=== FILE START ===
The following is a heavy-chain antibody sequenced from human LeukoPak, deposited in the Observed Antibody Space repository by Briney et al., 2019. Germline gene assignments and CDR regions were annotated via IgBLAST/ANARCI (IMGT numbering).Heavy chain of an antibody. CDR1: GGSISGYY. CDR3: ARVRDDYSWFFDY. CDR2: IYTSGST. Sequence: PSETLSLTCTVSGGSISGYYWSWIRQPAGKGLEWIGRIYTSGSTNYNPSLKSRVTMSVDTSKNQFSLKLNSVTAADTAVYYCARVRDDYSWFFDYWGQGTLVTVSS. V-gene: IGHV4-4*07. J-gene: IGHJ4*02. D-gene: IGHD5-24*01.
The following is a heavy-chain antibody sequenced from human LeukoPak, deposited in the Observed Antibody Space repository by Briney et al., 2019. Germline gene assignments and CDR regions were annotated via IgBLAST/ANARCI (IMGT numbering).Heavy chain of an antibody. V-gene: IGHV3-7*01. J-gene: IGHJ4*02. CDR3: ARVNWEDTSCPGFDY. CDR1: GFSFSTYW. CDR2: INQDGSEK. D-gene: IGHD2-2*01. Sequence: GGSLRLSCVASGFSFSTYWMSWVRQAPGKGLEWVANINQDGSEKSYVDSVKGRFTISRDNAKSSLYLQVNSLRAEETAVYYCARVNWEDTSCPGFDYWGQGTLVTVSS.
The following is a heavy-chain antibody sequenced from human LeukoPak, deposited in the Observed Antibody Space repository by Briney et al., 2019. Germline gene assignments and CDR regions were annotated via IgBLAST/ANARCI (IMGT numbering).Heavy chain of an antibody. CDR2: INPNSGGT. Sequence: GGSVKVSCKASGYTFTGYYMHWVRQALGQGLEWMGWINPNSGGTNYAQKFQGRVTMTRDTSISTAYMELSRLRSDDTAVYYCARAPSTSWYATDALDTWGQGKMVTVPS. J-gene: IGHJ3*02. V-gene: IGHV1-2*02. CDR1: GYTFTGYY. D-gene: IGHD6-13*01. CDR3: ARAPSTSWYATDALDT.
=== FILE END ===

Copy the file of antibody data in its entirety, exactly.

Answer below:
The following is a heavy-chain antibody sequenced from human LeukoPak, deposited in the Observed Antibody Space repository by Briney et al., 2019. Germline gene assignments and CDR regions were annotated via IgBLAST/ANARCI (IMGT numbering).Heavy chain of an antibody. CDR1: GGSISGYY. CDR3: ARVRDDYSWFFDY. CDR2: IYTSGST. Sequence: PSETLSLTCTVSGGSISGYYWSWIRQPAGKGLEWIGRIYTSGSTNYNPSLKSRVTMSVDTSKNQFSLKLNSVTAADTAVYYCARVRDDYSWFFDYWGQGTLVTVSS. V-gene: IGHV4-4*07. J-gene: IGHJ4*02. D-gene: IGHD5-24*01.
The following is a heavy-chain antibody sequenced from human LeukoPak, deposited in the Observed Antibody Space repository by Briney et al., 2019. Germline gene assignments and CDR regions were annotated via IgBLAST/ANARCI (IMGT numbering).Heavy chain of an antibody. V-gene: IGHV3-7*01. J-gene: IGHJ4*02. CDR3: ARVNWEDTSCPGFDY. CDR1: GFSFSTYW. CDR2: INQDGSEK. D-gene: IGHD2-2*01. Sequence: GGSLRLSCVASGFSFSTYWMSWVRQAPGKGLEWVANINQDGSEKSYVDSVKGRFTISRDNAKSSLYLQVNSLRAEETAVYYCARVNWEDTSCPGFDYWGQGTLVTVSS.
The following is a heavy-chain antibody sequenced from human LeukoPak, deposited in the Observed Antibody Space repository by Briney et al., 2019. Germline gene assignments and CDR regions were annotated via IgBLAST/ANARCI (IMGT numbering).Heavy chain of an antibody. CDR2: INPNSGGT. Sequence: GGSVKVSCKASGYTFTGYYMHWVRQALGQGLEWMGWINPNSGGTNYAQKFQGRVTMTRDTSISTAYMELSRLRSDDTAVYYCARAPSTSWYATDALDTWGQGKMVTVPS. J-gene: IGHJ3*02. V-gene: IGHV1-2*02. CDR1: GYTFTGYY. D-gene: IGHD6-13*01. CDR3: ARAPSTSWYATDALDT.